The first Sunday of Advent is December 4, 2007. Hanukkah begins December 14. Deepen your observation of Advent or Hanukkah by connecting these ancient candle-lighting traditions to environmental stewardship with Texas Interfaith Power & Light's study guides, One for Each Night (Hanukkah) and Preparing for a New Light (Advent). Each study guide includes scripture passages, prayers, and information on energy and the environment.
If future generations are to remember us more with gratitude than sorrow, we must achieve more than just the miracles of technology. We must also leave them a glimpse of the world as it was created, not just as it looked when we got through with it.
--Lyndon B. Johnson
It turns out energy efficiency IS a competitive sport!
We told you about ShopIPL.org, our new online energy store that makes EnergyStar products available to your congregation and its members at a discount. Now we want to tell you about a little competition between TXIPL and our good friends at Illinois Interfaith Power & Light.
The winner of this competition is the state that generates the most ShopIPL sales (and thus the most energy efficiency) between now and the end of the year. TXIPL will donate 500 compact fluorescent lightbulbs to the food pantry of choice for whichever congregation racks up the most sales (measured in dollars) from ShopIPL.org.
Tired of hawking breakfast tacos to raise money for mission trips? Sell energy and water conservation products instead through ShopIPL’s congregational fundraiser program. Contact email@example.com to find out how.
The North Texas Annual Conference of the United Methodist Church helped make environmental stewardship a reality for its member congregations through a new electric aggregation contract with Hudson Energy Systems.
Under the contract, which takes effect January 1, 2008, all participating congregations will be receiving 10 percent of their electricity from Texas renewable energy generators. The contract allows individual churches to request an even higher percentage of green power from Hudson Energy at a small additional cost.
Does your faith community do something special to conserve, protect, or preserve the Texas environment? If so, it’s time for your group to apply for the Texas Environmental Excellence Awards (TEEAs).
What social workers--and we must count environmentalists among such--find difficult to understand is that the trashing of the land is always preceded by a trashing of the soul. Pollution and despoilation are always political, ethical, before they ever become environmental. No one trashes, willfully wastes, or purposively neglects to clean up the immediate world of house and yard and field--no one accepts with dread fatality the present disorder--unless there has already been a prior disordering of the spirit.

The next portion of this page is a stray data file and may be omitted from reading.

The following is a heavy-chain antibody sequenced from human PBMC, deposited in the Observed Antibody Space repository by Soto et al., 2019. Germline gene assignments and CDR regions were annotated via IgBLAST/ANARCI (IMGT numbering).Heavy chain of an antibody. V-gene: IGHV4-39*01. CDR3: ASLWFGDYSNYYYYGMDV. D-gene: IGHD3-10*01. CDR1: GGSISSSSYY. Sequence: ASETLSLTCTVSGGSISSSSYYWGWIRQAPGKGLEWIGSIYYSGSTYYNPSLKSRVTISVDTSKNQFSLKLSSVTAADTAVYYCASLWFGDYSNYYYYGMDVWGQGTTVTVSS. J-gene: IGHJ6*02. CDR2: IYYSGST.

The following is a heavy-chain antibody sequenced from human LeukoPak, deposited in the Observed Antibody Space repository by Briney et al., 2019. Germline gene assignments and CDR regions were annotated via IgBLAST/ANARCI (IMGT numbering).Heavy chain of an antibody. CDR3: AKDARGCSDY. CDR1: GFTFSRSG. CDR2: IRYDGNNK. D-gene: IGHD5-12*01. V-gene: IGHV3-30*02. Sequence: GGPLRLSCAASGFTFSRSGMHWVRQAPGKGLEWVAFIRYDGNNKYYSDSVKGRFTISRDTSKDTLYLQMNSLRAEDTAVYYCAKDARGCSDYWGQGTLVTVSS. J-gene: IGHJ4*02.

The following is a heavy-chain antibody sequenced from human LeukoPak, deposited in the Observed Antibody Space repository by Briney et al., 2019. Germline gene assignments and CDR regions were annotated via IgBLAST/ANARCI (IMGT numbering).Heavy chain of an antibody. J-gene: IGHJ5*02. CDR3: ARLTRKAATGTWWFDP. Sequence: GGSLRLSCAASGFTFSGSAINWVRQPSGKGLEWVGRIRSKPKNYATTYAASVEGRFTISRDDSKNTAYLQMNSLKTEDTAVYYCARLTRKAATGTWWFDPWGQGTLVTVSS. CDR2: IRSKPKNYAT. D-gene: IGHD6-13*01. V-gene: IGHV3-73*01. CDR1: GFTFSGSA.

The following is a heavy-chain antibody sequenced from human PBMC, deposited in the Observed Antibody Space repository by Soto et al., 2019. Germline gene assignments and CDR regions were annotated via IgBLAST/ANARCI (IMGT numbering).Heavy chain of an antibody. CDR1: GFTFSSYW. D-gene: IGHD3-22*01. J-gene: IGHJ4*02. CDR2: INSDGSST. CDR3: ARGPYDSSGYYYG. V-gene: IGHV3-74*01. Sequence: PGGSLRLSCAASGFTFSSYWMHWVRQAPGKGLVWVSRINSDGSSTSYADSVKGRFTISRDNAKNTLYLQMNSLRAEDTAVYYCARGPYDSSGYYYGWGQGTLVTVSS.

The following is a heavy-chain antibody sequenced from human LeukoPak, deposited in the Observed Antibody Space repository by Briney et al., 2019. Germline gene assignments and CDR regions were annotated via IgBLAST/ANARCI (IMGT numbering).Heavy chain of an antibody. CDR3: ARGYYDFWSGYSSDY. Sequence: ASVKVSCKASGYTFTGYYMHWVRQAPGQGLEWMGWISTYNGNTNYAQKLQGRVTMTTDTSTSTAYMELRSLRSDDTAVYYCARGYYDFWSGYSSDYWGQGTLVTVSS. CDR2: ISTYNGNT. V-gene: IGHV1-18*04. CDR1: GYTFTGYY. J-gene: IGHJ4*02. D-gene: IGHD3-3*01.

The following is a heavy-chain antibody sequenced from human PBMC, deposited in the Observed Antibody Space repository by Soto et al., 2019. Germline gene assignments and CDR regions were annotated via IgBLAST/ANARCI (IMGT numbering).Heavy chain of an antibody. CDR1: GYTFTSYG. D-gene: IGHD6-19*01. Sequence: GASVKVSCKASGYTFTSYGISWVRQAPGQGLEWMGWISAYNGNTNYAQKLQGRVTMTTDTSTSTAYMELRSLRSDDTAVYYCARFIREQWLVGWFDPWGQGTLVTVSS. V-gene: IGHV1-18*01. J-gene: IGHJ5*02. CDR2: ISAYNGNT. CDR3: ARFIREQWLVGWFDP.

Local environmental organization Brazos Environmental Action Network (BEAN) will be launching the Sierra Club Cool Cities campaign in College Station in October to urge the City of College Station to cut local greenhouse gas emissions. A Cool Cities ( http://coolcities.us) informational workshop, open to all concerned residents of the Brazos Valley, will be held on the following date/time:
Sierra Club "Cool Cities" Workshop
With Ann Drumm, Dallas Cool Cities Campaign Coordinator
Saturday, October 13th, 2007
9am to 12pm
J. Ringer Library
We are all so excited about the great article in last week's Wall Street Journal on evangelicals and the environment that focused attention on the Christian Life Commission and CLC Policy Director Suzii Paynter.
At Texas Impact, we've had several calls and emails from folks commenting especially on the article's thoughtful treatment of the issue of the sovereignty of God.
Split Over Global Warming Widens Among Evangelicals
Texas Christians Cite Conflicting Scripture; Staying ‘On Mission’
By ANDREW HIGGINS
I posted this same article on the Texas Impact website but wanted to make sure eveyone sees it so I'm posting it here, too.
Our friend the Reverend Steve Brown of Virginia Interfaith Power & Light forwarded me an op-ed by Pulitzer Prize winning journalist Ross Gelbspan, who is the retired editor of the Boston Globe and an international expert and voice for change on global warming and energy. Ross is a great friend to Texas and Texas Impact who has travelled down here several times to speak to religious and secular audiences on global warming challenges and solutions. His website is http://www.heatisonline.org/
Ross's op-ed is absolutely required reading for faith communities for a number of reasons, the most important of which is the context for hope Ross continues to operate in. As language about global warming from the scientific community gets scarier, we will need different ways of thinking about the future to keep us from shutting down and giving up. Ross Gelbspan's perspective is one that helps me stay grounded in hope for the long term as opposed to grasping for optimism in the short term.
Climate change may destabilize democracies
By Ross Gelbspan
This op-ed first appeared in the Lowell, Massachusett, Sun.
While senators and representatives diddle over the beginnings of authentic climate change legislation, it is depressingly clear that even our best-intentioned leaders don’t really get it.
Bill McKibben's book The Comforting Whirlwind has been a great resource for a lot of folks in the past few years in understanding the connection between faith and the environment through the lens of the whirlwind narrative in the Book of Job. You can get the book through various online outlets including Quakerbooks and Amazon.
This 16-minute video made by Green Campus at Arcata College in Northern
California riffs on the Crocodile Hunter to scour the typical campus
house for energy waste. Enjoy!